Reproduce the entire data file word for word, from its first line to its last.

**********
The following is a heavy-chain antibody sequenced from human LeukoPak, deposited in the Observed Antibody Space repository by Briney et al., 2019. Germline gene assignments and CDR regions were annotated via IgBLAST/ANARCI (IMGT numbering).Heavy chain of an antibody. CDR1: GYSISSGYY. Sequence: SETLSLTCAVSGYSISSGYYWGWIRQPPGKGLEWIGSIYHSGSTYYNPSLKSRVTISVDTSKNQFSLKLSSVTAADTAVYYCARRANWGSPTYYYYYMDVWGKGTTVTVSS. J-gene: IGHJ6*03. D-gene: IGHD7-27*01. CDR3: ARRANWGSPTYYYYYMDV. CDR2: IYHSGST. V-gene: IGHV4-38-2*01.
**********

The following is a heavy-chain antibody sequenced from human LeukoPak, deposited in the Observed Antibody Space repository by Briney et al., 2019. Germline gene assignments and CDR regions were annotated via IgBLAST/ANARCI (IMGT numbering).Heavy chain of an antibody. CDR1: GYSISSGYY. Sequence: SETLSLTCAVSGYSISSGYYWGWIRQPPGKGLEWIGSIYHSGSTYYNPSLKSRVTISVDTSKNQFSLKLSSVTAADTAVYYCARRANWGSPTYYYYYMDVWGKGTTVTVSS. J-gene: IGHJ6*03. D-gene: IGHD7-27*01. CDR3: ARRANWGSPTYYYYYMDV. CDR2: IYHSGST. V-gene: IGHV4-38-2*01.